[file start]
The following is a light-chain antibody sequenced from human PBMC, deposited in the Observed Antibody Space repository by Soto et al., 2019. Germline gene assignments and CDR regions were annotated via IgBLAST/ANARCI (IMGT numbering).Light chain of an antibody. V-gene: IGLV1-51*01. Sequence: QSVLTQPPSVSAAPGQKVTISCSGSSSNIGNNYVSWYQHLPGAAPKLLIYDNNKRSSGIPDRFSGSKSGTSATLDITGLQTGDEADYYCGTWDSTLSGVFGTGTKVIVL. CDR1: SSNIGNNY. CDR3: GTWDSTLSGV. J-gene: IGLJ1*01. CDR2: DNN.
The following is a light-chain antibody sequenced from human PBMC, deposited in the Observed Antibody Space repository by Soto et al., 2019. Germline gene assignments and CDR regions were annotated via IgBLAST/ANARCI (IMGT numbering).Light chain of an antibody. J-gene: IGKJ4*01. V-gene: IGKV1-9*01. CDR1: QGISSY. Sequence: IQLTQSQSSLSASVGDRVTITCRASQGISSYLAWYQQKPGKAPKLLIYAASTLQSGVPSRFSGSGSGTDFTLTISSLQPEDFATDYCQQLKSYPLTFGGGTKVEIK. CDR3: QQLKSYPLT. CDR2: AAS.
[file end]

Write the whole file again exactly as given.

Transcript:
The following is a light-chain antibody sequenced from human PBMC, deposited in the Observed Antibody Space repository by Soto et al., 2019. Germline gene assignments and CDR regions were annotated via IgBLAST/ANARCI (IMGT numbering).Light chain of an antibody. V-gene: IGLV1-51*01. Sequence: QSVLTQPPSVSAAPGQKVTISCSGSSSNIGNNYVSWYQHLPGAAPKLLIYDNNKRSSGIPDRFSGSKSGTSATLDITGLQTGDEADYYCGTWDSTLSGVFGTGTKVIVL. CDR1: SSNIGNNY. CDR3: GTWDSTLSGV. J-gene: IGLJ1*01. CDR2: DNN.
The following is a light-chain antibody sequenced from human PBMC, deposited in the Observed Antibody Space repository by Soto et al., 2019. Germline gene assignments and CDR regions were annotated via IgBLAST/ANARCI (IMGT numbering).Light chain of an antibody. J-gene: IGKJ4*01. V-gene: IGKV1-9*01. CDR1: QGISSY. Sequence: IQLTQSQSSLSASVGDRVTITCRASQGISSYLAWYQQKPGKAPKLLIYAASTLQSGVPSRFSGSGSGTDFTLTISSLQPEDFATDYCQQLKSYPLTFGGGTKVEIK. CDR3: QQLKSYPLT. CDR2: AAS.